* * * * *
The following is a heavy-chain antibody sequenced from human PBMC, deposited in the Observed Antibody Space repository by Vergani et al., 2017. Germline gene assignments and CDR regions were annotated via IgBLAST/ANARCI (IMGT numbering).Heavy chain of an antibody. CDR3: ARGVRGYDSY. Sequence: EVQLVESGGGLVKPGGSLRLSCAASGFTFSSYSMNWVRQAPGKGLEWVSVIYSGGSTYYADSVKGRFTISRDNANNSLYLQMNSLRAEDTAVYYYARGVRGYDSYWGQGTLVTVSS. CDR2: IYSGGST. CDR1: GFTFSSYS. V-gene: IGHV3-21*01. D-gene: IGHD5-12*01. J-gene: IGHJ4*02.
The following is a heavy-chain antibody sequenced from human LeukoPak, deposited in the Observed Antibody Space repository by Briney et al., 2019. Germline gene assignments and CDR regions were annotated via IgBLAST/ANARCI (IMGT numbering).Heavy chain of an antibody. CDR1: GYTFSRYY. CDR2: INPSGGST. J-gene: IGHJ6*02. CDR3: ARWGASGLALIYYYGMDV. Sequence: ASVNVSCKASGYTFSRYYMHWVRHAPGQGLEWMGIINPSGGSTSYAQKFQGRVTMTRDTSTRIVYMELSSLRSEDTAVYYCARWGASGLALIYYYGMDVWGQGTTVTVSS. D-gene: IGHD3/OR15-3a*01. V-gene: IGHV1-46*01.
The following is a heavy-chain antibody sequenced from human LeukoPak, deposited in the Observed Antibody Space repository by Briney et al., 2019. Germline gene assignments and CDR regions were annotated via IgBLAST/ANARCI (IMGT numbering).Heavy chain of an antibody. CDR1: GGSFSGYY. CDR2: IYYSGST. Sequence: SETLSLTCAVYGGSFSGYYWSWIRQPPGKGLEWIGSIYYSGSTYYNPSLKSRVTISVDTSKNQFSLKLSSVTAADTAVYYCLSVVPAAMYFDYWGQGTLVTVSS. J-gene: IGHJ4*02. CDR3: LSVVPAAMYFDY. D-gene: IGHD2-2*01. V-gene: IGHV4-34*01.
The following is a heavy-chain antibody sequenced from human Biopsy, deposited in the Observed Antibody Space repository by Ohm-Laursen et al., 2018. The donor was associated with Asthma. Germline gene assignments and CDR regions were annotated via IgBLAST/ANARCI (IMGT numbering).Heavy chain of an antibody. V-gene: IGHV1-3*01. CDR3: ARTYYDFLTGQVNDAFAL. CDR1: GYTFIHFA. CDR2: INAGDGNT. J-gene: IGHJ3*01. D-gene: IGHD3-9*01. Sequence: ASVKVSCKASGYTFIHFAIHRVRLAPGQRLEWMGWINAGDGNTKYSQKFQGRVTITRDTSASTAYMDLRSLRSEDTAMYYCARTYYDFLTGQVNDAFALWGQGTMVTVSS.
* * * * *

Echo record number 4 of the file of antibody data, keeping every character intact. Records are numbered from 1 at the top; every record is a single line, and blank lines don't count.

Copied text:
The following is a heavy-chain antibody sequenced from human Biopsy, deposited in the Observed Antibody Space repository by Ohm-Laursen et al., 2018. The donor was associated with Asthma. Germline gene assignments and CDR regions were annotated via IgBLAST/ANARCI (IMGT numbering).Heavy chain of an antibody. V-gene: IGHV1-3*01. CDR3: ARTYYDFLTGQVNDAFAL. CDR1: GYTFIHFA. CDR2: INAGDGNT. J-gene: IGHJ3*01. D-gene: IGHD3-9*01. Sequence: ASVKVSCKASGYTFIHFAIHRVRLAPGQRLEWMGWINAGDGNTKYSQKFQGRVTITRDTSASTAYMDLRSLRSEDTAMYYCARTYYDFLTGQVNDAFALWGQGTMVTVSS.